CIA director resigns amid terror fears
Friday, June 4, 2004
WASHINGTON -- CIA director George Tenet, battered by Sept. 11 fallout and criticism of Iraq intelligence mistakes, said Thursday he would soon resign in a jarring announcement that threw open a key position at a critical time in the war against terrorism.
Tenet, a Democratic appointee whose close relationship to President Bush has helped him survive the intelligence failures, said he was leaving for personal reasons. But some in Congress questioned whether he had been pushed out.
Bush said Tenet's deputy, John McLaughlin, would temporarily lead America's spy agency during a period in which Iraq remains unstable and U.S. officials worry terrorists might strike in hopes of influencing the November elections.
The head of the agency's clandestine service, James Pavitt, will also announce his retirement today -- a decision the 31-year CIA veteran made several weeks ago, before he knew of Tenet's decision, a CIA official said, speaking on condition of anonymity.
The CIA has been angered over recent allegations that Defense Department civilians may have given highly classified information on Iran to an Iraqi politician, and agency officials still are upset over last summer's leak of a covert CIA operative's name. Bush said Wednesday he was considering hiring a private attorney to give him legal advice in a grand jury investigation into that leak.
In a speech to CIA employees, an emotional Tenet said, "It was a personal decision and had only one basis in fact: the well being of my wonderful family, nothing more and nothing less."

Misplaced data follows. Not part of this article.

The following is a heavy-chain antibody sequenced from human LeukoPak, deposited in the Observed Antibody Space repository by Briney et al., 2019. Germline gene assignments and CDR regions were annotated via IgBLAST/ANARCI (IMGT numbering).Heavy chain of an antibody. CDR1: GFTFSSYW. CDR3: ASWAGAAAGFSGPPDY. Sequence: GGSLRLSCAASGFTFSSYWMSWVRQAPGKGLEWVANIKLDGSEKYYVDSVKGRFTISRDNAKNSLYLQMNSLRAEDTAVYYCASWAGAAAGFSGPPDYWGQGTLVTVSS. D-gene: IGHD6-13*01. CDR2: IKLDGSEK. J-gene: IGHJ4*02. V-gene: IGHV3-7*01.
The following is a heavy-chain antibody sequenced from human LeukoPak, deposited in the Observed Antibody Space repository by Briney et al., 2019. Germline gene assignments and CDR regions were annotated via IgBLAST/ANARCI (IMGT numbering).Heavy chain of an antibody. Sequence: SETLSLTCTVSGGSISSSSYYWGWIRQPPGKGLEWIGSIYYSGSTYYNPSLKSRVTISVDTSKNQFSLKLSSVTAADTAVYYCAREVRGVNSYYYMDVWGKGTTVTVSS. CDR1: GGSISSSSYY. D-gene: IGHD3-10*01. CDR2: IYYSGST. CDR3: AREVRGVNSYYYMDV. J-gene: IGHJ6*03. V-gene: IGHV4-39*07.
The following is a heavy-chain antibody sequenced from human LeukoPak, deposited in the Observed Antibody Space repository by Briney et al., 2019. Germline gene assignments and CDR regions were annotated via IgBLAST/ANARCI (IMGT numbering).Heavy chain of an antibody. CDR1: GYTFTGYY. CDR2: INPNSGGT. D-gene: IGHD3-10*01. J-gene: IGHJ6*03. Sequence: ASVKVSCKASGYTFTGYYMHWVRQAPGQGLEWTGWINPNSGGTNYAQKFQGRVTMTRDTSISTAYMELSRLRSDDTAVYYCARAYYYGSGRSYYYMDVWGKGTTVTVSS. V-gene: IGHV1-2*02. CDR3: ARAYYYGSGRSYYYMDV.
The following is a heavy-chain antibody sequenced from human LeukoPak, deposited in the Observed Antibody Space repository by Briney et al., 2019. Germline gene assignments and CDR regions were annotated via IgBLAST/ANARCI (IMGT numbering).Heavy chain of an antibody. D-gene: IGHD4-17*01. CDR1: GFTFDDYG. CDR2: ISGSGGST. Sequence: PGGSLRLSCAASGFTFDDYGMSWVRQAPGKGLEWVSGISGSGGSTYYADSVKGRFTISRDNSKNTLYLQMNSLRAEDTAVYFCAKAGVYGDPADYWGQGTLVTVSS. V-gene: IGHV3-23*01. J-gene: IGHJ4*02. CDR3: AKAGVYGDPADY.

Among names mentioned as a possible successor are House Intelligence Committee chairman Porter Goss, R-Fla., Deputy Secretary of State Richard Armitage, former Sen. Bob Kerrey, D-Neb., and former New York Mayor Rudy Giuliani.
Giuliani's spokeswoman, Sunny Mindel, discounted any talk of the former mayor assuming the CIA post.
Tenet, 51, spent an hour with Bush at the White House Wednesday night, informing him of his decision to leave his post as head of the CIA and director of the 14 agencies that comprise the intelligence community.
In a hurriedly arranged announcement Thursday before leaving on a trip to Europe, Bush said, "I told him I'm sorry he's leaving. He's done a superb job on behalf of the American people."
Rep. Ray LaHood, R-Ill., who befriended Tenet while serving on the House Intelligence Committee, said he talked to Tenet Thursday afternoon and Tenet told him the president asked him to stay.
It seemed unlikely that Bush would send a nomination to the Senate before the fall -- for what could be a bitter confirmation fight given controversies over recent intelligence failures -- rather than wait until after the election, should he win.